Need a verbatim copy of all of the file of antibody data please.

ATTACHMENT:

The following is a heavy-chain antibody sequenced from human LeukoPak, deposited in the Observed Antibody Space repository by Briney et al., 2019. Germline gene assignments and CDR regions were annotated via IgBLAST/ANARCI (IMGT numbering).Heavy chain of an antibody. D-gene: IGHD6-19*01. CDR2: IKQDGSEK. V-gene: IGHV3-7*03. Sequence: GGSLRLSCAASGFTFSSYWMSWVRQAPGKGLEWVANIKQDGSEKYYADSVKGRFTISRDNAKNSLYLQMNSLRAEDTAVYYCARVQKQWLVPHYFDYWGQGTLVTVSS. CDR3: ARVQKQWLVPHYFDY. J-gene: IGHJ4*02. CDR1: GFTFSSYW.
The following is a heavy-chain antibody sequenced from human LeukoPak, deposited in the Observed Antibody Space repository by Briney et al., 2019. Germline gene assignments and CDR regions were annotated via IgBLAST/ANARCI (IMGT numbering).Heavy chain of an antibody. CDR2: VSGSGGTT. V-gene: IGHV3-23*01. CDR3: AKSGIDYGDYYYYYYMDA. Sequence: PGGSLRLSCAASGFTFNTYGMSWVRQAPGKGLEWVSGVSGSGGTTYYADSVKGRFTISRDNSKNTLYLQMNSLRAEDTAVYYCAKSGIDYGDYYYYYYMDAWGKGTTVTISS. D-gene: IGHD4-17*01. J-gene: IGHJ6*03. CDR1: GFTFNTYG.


The following is a heavy-chain antibody sequenced from human LeukoPak, deposited in the Observed Antibody Space repository by Briney et al., 2019. Germline gene assignments and CDR regions were annotated via IgBLAST/ANARCI (IMGT numbering).Heavy chain of an antibody. D-gene: IGHD6-19*01. CDR2: IKQDGSEK. V-gene: IGHV3-7*03. Sequence: GGSLRLSCAASGFTFSSYWMSWVRQAPGKGLEWVANIKQDGSEKYYADSVKGRFTISRDNAKNSLYLQMNSLRAEDTAVYYCARVQKQWLVPHYFDYWGQGTLVTVSS. CDR3: ARVQKQWLVPHYFDY. J-gene: IGHJ4*02. CDR1: GFTFSSYW.
The following is a heavy-chain antibody sequenced from human LeukoPak, deposited in the Observed Antibody Space repository by Briney et al., 2019. Germline gene assignments and CDR regions were annotated via IgBLAST/ANARCI (IMGT numbering).Heavy chain of an antibody. CDR2: VSGSGGTT. V-gene: IGHV3-23*01. CDR3: AKSGIDYGDYYYYYYMDA. Sequence: PGGSLRLSCAASGFTFNTYGMSWVRQAPGKGLEWVSGVSGSGGTTYYADSVKGRFTISRDNSKNTLYLQMNSLRAEDTAVYYCAKSGIDYGDYYYYYYMDAWGKGTTVTISS. D-gene: IGHD4-17*01. J-gene: IGHJ6*03. CDR1: GFTFNTYG.